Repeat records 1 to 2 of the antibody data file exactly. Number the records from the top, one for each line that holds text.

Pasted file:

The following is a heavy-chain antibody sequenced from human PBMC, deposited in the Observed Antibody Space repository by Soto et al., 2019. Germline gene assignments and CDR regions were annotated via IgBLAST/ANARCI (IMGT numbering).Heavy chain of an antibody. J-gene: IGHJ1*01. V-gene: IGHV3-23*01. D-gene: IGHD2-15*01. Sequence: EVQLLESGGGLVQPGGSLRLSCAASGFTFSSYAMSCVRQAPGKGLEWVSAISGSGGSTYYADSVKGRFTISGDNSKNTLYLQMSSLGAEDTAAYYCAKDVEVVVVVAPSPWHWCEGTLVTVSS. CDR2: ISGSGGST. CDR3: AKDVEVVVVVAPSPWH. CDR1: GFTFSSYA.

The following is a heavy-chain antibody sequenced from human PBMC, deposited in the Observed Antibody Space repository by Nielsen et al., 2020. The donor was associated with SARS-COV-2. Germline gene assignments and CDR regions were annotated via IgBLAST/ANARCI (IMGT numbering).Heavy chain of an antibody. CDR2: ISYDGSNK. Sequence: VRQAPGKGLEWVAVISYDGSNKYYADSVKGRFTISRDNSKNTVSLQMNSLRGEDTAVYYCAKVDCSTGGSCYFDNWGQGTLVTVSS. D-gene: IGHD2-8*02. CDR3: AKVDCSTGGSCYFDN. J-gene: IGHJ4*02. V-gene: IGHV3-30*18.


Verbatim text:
The following is a heavy-chain antibody sequenced from human PBMC, deposited in the Observed Antibody Space repository by Soto et al., 2019. Germline gene assignments and CDR regions were annotated via IgBLAST/ANARCI (IMGT numbering).Heavy chain of an antibody. J-gene: IGHJ1*01. V-gene: IGHV3-23*01. D-gene: IGHD2-15*01. Sequence: EVQLLESGGGLVQPGGSLRLSCAASGFTFSSYAMSCVRQAPGKGLEWVSAISGSGGSTYYADSVKGRFTISGDNSKNTLYLQMSSLGAEDTAAYYCAKDVEVVVVVAPSPWHWCEGTLVTVSS. CDR2: ISGSGGST. CDR3: AKDVEVVVVVAPSPWH. CDR1: GFTFSSYA.

The following is a heavy-chain antibody sequenced from human PBMC, deposited in the Observed Antibody Space repository by Nielsen et al., 2020. The donor was associated with SARS-COV-2. Germline gene assignments and CDR regions were annotated via IgBLAST/ANARCI (IMGT numbering).Heavy chain of an antibody. CDR2: ISYDGSNK. Sequence: VRQAPGKGLEWVAVISYDGSNKYYADSVKGRFTISRDNSKNTVSLQMNSLRGEDTAVYYCAKVDCSTGGSCYFDNWGQGTLVTVSS. D-gene: IGHD2-8*02. CDR3: AKVDCSTGGSCYFDN. J-gene: IGHJ4*02. V-gene: IGHV3-30*18.